In which I present my theories on why I think developers have such an interest in adding moral choice systems to their video games:
A. Why moral choice systems?
While moral choice systems make a nice feature to mention on the back of the box, and can net you some glowing reviews, but they’re probably quite expensive and time consuming to create, and goodness knows I’m hardly the first to complain about them, so why do developers consider them a good idea? Here are my thoughts:
It can be very hard mix the usual power fantasy narrative that most games present, in which the player character is always an unstoppable one-man-army badass, with actual character development, and it can be especially difficult to manage this as part of gameplay. Having a moral choice system where the player’s actions change the character creates a sense of progression for the character, and allows the player to maintain control over this process.
Linear, narrative-focused games tend to have low replay value, and there are different methods for avoiding this issue. Creating a fairly linear game with different endings depending on your in-game actions occurs fairly frequently, and making getting all the different endings depend on different actions that the player takes throughout the game, and framing those actions around morality, makes as much sense as giving you a different ending to a narrative because you happened to pick up some red goo at one point for no real reason.
Games provide players with opportunities to behave in ways they normally wouldn’t in real life, and so an option to be extremely evil if you so choose, and have the game assure you that you’re evil, and even provide aesthetic upgrades to show how evil you are, can certainly enhance the experience. In addition, for developers, it can provide a way to add RPG elements to an otherwise unRPG-like game, increasing cross-genre audience appeal.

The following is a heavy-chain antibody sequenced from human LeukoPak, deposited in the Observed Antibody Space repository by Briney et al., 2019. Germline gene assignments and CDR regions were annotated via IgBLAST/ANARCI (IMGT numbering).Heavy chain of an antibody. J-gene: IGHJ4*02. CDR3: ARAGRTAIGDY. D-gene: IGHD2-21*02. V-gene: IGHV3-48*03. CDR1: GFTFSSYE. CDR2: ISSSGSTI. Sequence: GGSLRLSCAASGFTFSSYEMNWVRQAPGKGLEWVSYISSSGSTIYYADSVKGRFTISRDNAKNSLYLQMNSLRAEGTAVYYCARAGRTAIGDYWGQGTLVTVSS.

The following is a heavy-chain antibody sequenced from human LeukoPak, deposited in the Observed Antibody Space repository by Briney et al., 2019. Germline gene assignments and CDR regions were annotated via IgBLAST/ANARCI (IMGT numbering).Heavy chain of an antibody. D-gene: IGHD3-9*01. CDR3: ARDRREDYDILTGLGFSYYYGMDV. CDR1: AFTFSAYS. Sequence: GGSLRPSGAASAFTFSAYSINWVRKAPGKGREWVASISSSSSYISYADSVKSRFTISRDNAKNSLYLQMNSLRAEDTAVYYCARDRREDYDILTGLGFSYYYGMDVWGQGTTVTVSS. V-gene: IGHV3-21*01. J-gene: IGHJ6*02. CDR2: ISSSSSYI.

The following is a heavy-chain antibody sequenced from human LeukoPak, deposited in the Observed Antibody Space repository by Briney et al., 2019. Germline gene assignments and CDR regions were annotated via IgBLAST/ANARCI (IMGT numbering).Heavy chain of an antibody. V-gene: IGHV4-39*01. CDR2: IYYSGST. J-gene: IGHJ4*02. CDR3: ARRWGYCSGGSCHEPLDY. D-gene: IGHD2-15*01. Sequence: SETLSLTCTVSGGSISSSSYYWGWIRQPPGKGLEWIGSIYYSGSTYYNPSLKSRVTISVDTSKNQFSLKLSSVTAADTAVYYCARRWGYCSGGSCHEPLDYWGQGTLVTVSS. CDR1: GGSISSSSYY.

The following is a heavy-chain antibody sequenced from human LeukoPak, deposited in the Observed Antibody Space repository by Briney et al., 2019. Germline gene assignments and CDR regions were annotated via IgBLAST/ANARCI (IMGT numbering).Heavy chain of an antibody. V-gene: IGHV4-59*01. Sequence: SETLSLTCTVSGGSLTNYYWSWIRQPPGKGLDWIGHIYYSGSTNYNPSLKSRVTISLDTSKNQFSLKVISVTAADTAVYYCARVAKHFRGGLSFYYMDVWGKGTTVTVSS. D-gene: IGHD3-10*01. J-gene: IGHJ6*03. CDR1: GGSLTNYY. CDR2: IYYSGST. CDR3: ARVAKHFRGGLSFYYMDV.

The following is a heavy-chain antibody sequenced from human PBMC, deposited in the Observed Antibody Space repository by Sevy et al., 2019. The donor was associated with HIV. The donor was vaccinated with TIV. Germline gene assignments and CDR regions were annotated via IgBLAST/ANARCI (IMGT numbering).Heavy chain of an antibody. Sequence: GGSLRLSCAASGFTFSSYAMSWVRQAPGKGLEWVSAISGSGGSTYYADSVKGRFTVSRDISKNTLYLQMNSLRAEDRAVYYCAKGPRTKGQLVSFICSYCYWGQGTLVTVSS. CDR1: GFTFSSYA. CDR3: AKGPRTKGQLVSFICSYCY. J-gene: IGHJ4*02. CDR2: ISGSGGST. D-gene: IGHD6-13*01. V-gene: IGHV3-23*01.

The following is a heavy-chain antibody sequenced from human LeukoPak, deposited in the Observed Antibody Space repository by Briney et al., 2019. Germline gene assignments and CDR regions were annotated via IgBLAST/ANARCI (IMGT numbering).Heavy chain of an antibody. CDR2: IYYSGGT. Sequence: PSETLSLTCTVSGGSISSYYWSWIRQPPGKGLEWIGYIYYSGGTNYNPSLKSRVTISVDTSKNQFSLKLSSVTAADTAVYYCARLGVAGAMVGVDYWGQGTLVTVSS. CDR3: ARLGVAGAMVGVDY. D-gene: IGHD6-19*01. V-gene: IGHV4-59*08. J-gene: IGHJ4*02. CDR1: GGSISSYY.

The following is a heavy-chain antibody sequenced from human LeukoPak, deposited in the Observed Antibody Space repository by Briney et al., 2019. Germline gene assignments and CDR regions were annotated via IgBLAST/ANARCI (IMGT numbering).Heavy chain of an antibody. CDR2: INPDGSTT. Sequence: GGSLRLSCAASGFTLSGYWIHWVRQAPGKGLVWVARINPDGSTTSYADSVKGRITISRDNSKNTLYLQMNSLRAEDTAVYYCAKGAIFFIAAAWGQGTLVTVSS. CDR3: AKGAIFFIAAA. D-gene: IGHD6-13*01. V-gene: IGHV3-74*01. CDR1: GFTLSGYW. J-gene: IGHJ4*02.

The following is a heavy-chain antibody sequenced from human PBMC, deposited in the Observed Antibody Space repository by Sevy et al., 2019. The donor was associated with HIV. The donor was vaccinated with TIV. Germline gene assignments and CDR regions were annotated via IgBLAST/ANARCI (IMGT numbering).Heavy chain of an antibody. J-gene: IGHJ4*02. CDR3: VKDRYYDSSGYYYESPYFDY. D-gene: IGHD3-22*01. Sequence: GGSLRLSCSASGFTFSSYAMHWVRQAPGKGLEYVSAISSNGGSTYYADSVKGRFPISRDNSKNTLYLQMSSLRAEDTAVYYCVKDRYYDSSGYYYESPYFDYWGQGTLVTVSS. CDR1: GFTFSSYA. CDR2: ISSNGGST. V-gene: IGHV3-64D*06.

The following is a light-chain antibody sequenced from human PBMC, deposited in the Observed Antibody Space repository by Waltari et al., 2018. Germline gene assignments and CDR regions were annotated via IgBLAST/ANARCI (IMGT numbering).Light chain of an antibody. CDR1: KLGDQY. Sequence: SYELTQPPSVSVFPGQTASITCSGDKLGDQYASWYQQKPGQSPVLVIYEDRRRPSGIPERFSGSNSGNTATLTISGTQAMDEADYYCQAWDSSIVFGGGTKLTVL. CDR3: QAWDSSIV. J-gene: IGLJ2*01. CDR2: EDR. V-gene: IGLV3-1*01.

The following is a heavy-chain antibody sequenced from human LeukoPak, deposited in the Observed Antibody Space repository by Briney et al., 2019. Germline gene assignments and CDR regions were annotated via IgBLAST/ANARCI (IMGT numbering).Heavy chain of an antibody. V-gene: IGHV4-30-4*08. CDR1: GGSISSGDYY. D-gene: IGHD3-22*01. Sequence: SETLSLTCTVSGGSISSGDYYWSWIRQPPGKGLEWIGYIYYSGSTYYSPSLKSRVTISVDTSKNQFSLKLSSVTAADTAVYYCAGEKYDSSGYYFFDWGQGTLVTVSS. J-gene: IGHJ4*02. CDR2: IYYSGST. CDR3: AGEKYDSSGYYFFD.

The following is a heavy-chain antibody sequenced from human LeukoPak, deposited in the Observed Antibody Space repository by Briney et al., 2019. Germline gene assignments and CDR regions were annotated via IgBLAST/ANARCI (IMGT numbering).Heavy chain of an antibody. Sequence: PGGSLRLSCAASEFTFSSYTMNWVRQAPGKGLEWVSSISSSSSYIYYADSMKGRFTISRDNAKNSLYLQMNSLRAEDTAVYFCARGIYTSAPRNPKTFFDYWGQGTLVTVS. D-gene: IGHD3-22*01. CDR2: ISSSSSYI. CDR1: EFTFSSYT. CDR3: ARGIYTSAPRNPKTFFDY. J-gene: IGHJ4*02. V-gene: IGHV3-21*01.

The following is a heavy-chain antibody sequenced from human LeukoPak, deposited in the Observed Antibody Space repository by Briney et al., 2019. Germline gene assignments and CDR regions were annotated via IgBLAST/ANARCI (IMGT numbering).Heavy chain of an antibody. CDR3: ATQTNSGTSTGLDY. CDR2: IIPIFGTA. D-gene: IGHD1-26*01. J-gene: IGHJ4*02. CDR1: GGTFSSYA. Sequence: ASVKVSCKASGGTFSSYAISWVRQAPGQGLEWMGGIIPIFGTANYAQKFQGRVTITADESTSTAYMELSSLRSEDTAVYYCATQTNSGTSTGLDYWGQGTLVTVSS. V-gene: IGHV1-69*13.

There are games in which you play as the “hero”, and are often treated as a person of pure, unsullied virtue all while breaking into people’s homes, stealing their life savings, and destroying their furniture. This oddity, in which doing something bad is never commented on and has no effect on how the player character is perceived by the non-player characters as well as never seeming significant to the character, has been noticeable enough, and strange enough, to become something of a running gag. Implementing a system that actually tracks your activities and lets you know that what the player character does is wrong may be a way to address this issue.
The moral choice system also takes advantage of the interactive nature of the video game: While in other media, the audience can only watch a character develop and has no effect on that development, in a video game the player can make choices for the character, decide the character’s behavior, attitude, and personality, and influence that development over time.
This combines well with the other merits I brought up to give the player the feeling that they have meaningful control over not just the gameplay portions of the game, but also the narrative sections; instead of just watching the plot, the player has the potential to affect how that plot unfolds.
B. Why moral choice systems that are so black & white?
If you are going to implement a moral choice system, if you’re really thinking that they will improve gameplay and deepen the player’s experience, why so frequently make the choices so frequently cartoonish?
If you’re going to have a moral choice system in which there are actual meaningful consequences for either the player character or the narrative, I imagine this can get expensive fast, especially if you want a grid (a la Dungeons & Dragons). In D&D, you can have good/bad and lawful/chaotic. For every “moral choice” a player character makes, there would need to be four options. Add “neutral” in there and you have nine. That’s probably tough, so it’s easy to see why developers would want to stick to just
If there is a particular idea of morality that the developers want to advocate, the moral choice system allows said developers to make a definite point about what behaviours they believe are good or bad, leaving no ambiguity. In addition, the extreme nature of some choices is useful because a) players won’t select one option thinking that it’s the other and b) the difference between the good and evil choice is so obvious and commonly held that players won’t feel they’re being forced to adhere to what the designers think are “good” or “evil” rather than what the player thinks is good or evil. After all, pretty sure most people would agree that “shall I murder this small child or set her free” isn’t actually a “moral conundrum”.